Review by Jenny Elizabeth Whitfield
As a history student, my life revolves around dull textbooks.
Textbooks that are so content heavy, jargonistic and, in particular, continually bore on about all of the men that our history centres itself around were becoming mind-numbing – not to mention disappointing. I feel women are underrepresented in our recollection of history. Indeed, my belief does not exist in isolation. My college lecturer helpfully pointed out, when we discussed my frustration, that the few women who are well-known from our textbooks are remembered only for not conforming to traditional ideas of femininity and gender roles, rather than for their achievements.
So when I first saw Alison Weir’s The Lost Tudor Princess, I was hoping for an alternative account of history. I was drawn to this book as a source of wider reading for my Tudor unit, if nothing else. What I did not expect was to find, not only an accessible nonfiction text, but one that genuinely engrossed me as if this was a work of prose.
The Lost Tudor Princess is an immensely detailed biography of Margaret Douglas, who is the daughter of Henry VIII’s sister, and before reading this book my knowledge of Margaret stopped there. But Weir delves deep into her story, revealing intimate details of her subject’s life, from her reputation at the English court to more dramatic affairs, such as how she was imprisoned in the Tower of London on three separate occasions, and the brutal murder of her husband and son.
A whole one hundred pages or so are dedicated to the extended footnotes and index, and the separate chapters made it easy to move between helpful sections and ones that caught my eye on the contents page. This book is big and in some ways crazy, and as a result I would say it is certainly not one for the young adult fiction aficionado in need of a quick read. It is, however, ideal for those with an interest in the Tudors or British history as a whole, who also want something detailed and different but don’t know where to start. Weir writes about well-known periods of history with a fresh perspective. It was comforting to read such an in depth account of a female historical figure’s life, and Alison Weir has helped to fill this gap in nonfiction that many don’t realise is there.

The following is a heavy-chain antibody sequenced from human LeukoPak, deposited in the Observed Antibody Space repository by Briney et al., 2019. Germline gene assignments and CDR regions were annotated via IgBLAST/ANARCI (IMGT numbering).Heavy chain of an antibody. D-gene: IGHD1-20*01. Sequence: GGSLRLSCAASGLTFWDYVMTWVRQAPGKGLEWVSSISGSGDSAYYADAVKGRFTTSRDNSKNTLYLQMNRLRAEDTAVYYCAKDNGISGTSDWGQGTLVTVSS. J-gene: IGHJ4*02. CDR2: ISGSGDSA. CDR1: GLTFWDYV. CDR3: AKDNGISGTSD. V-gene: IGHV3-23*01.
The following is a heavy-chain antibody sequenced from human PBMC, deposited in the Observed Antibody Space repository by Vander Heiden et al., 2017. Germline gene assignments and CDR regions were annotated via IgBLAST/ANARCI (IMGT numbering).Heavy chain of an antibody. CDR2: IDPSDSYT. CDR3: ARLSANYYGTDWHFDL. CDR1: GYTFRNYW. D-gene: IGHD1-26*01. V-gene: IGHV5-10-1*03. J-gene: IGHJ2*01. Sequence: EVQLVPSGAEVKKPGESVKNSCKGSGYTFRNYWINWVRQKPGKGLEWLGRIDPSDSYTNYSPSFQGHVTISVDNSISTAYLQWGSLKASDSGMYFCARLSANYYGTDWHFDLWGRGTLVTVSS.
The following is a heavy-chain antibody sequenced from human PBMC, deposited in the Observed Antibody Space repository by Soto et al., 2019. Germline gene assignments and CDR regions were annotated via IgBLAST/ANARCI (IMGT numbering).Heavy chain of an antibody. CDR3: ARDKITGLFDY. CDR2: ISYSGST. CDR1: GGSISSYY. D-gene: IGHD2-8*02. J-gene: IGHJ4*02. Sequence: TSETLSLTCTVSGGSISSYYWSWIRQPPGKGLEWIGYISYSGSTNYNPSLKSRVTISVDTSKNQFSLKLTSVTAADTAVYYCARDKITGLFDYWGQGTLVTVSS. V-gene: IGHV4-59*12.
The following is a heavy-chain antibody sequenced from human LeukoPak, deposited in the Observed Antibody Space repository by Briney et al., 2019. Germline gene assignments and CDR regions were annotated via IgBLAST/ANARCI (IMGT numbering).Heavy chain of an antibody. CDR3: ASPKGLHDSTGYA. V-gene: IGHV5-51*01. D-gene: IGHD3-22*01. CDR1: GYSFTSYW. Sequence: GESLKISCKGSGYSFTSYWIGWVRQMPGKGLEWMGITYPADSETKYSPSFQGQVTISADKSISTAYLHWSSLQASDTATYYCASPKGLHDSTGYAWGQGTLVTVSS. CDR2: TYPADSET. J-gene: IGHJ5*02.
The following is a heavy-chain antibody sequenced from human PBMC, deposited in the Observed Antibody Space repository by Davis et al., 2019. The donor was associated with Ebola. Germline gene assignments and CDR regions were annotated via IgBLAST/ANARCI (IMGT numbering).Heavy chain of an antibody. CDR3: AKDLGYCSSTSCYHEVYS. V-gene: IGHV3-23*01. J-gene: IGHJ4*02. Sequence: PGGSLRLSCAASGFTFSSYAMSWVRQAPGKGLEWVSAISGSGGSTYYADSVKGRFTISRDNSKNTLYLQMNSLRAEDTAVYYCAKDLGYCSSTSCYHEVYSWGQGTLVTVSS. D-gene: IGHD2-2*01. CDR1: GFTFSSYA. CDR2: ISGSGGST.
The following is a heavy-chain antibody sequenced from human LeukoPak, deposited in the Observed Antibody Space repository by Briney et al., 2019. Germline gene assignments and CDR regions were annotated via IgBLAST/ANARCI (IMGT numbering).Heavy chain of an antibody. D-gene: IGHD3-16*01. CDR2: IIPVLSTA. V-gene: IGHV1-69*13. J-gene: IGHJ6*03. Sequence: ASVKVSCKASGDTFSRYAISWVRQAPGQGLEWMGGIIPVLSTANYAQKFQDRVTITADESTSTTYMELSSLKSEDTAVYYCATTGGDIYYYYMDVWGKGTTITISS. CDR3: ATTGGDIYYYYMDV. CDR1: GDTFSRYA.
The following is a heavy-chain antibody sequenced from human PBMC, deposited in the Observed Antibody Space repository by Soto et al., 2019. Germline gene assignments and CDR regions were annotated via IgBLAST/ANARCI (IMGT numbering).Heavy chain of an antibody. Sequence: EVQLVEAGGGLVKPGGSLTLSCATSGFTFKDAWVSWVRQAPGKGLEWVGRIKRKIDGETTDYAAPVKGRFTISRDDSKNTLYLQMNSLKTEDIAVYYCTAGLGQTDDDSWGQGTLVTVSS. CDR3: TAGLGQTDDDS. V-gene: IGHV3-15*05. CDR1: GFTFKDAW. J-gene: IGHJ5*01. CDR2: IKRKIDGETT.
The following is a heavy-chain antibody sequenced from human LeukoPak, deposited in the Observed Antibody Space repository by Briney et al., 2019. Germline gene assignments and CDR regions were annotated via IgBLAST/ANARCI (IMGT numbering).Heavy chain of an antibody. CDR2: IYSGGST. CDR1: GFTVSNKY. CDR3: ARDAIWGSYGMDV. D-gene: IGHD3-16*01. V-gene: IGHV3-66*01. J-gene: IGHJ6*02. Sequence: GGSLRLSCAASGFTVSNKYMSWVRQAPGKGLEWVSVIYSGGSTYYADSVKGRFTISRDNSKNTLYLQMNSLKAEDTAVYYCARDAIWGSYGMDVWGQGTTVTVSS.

Alison stated herself that she writes popular history because “History belongs to us all”, and I think that perfectly captures the beauty of this book. She makes history accessible for those that need it. That is a quality in a writer which I greatly admire.